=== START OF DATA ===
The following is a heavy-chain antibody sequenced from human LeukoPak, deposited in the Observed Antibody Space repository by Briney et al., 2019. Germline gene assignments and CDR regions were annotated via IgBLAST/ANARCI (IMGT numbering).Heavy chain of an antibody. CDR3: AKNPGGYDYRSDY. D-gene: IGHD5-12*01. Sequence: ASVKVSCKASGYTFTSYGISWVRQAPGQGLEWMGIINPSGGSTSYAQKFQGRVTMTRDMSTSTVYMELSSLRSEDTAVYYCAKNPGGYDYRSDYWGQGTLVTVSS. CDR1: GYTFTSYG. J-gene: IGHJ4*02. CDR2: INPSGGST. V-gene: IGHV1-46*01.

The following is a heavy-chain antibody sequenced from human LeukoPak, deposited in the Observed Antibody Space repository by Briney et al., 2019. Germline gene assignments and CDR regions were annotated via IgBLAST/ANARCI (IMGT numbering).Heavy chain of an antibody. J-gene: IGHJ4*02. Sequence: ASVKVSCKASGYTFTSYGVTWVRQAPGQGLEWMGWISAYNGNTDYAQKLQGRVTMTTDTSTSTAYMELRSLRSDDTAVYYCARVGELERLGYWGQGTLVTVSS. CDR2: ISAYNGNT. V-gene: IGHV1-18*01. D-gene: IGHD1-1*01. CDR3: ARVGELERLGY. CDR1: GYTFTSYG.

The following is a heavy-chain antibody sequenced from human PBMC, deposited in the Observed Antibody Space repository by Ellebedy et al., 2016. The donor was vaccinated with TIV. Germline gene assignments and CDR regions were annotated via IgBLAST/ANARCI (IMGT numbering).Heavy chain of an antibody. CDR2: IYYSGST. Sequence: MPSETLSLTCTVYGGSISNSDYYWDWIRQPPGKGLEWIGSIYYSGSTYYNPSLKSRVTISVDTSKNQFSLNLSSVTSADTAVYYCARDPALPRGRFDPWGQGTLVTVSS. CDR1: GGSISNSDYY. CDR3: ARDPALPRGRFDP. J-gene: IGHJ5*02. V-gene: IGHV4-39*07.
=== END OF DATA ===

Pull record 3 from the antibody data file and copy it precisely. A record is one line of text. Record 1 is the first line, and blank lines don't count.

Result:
The following is a heavy-chain antibody sequenced from human PBMC, deposited in the Observed Antibody Space repository by Ellebedy et al., 2016. The donor was vaccinated with TIV. Germline gene assignments and CDR regions were annotated via IgBLAST/ANARCI (IMGT numbering).Heavy chain of an antibody. CDR2: IYYSGST. Sequence: MPSETLSLTCTVYGGSISNSDYYWDWIRQPPGKGLEWIGSIYYSGSTYYNPSLKSRVTISVDTSKNQFSLNLSSVTSADTAVYYCARDPALPRGRFDPWGQGTLVTVSS. CDR1: GGSISNSDYY. CDR3: ARDPALPRGRFDP. J-gene: IGHJ5*02. V-gene: IGHV4-39*07.